The Influence of Body Dissatisfaction on Set Shifting Ability
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- Harney, M.B. & Bardone-Cone, A.M. Cogn Ther Res (2014) 38: 439. doi:10.1007/s10608-014-9612-1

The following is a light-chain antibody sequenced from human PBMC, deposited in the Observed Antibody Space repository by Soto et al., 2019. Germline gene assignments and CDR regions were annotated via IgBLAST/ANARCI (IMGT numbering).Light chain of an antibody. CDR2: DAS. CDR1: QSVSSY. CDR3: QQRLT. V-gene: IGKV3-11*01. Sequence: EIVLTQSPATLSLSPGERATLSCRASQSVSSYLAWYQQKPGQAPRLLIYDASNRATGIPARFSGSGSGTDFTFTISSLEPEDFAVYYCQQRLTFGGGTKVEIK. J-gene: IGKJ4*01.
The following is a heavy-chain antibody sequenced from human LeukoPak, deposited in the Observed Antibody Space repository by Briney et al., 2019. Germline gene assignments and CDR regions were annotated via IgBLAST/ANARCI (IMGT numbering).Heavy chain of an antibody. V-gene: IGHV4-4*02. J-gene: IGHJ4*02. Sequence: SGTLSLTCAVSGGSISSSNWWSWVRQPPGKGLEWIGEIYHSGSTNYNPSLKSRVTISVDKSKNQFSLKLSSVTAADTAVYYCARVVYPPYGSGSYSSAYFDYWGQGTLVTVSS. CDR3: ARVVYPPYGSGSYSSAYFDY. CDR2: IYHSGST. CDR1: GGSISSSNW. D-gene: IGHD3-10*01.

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Set shifting, or the ability to shift back and forth between multiple tasks or mental sets, has been shown to be impaired in individuals with eating disorders. The purpose of this study was to experimentally examine set shifting among acutely body dissatisfied women. Participants included 146 undergraduate women selected for self-reported high or low body shame. Each participant was randomized to one of three still-image induction groups: body dissatisfaction, negative affect, or neutral affect. Immediately following the induction, participants were administered the Wisconsin Card Sorting Test (WCST) to assess set shifting. A 2 (high vs. low body shame) × 3 (induction group condition) ANOVA was conducted on the total number of WCST perseverative errors. The results suggest that for women who feel relatively satisfied with their bodies, thin ideal or negative affective images do not impact set shifting performance. However, for women who experience body shame, acute body dissatisfaction and negative affect may impact executive functioning as demonstrated by set shifting performance. In other words, women who endorse body shame may have difficulty shifting set during moments of increased negative affect, regardless of the general or body-specific nature of the negative affect.